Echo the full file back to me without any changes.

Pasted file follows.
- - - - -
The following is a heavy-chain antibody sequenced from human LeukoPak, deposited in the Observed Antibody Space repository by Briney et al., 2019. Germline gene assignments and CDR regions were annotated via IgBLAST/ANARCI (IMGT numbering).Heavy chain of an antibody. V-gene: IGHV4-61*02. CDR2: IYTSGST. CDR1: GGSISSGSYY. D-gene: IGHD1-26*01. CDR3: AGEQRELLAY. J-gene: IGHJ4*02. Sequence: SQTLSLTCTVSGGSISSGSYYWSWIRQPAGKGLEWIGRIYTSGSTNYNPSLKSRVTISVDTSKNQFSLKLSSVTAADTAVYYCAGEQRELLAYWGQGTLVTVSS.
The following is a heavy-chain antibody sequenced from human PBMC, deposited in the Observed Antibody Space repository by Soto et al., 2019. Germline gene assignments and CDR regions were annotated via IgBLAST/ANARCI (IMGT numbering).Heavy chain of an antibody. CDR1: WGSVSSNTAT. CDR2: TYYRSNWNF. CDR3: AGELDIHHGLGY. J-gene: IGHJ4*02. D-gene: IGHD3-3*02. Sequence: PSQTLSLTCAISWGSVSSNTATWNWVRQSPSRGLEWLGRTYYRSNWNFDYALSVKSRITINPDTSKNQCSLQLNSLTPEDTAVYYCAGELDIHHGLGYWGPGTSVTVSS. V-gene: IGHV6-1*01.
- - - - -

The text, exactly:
The following is a heavy-chain antibody sequenced from human LeukoPak, deposited in the Observed Antibody Space repository by Briney et al., 2019. Germline gene assignments and CDR regions were annotated via IgBLAST/ANARCI (IMGT numbering).Heavy chain of an antibody. V-gene: IGHV4-61*02. CDR2: IYTSGST. CDR1: GGSISSGSYY. D-gene: IGHD1-26*01. CDR3: AGEQRELLAY. J-gene: IGHJ4*02. Sequence: SQTLSLTCTVSGGSISSGSYYWSWIRQPAGKGLEWIGRIYTSGSTNYNPSLKSRVTISVDTSKNQFSLKLSSVTAADTAVYYCAGEQRELLAYWGQGTLVTVSS.
The following is a heavy-chain antibody sequenced from human PBMC, deposited in the Observed Antibody Space repository by Soto et al., 2019. Germline gene assignments and CDR regions were annotated via IgBLAST/ANARCI (IMGT numbering).Heavy chain of an antibody. CDR1: WGSVSSNTAT. CDR2: TYYRSNWNF. CDR3: AGELDIHHGLGY. J-gene: IGHJ4*02. D-gene: IGHD3-3*02. Sequence: PSQTLSLTCAISWGSVSSNTATWNWVRQSPSRGLEWLGRTYYRSNWNFDYALSVKSRITINPDTSKNQCSLQLNSLTPEDTAVYYCAGELDIHHGLGYWGPGTSVTVSS. V-gene: IGHV6-1*01.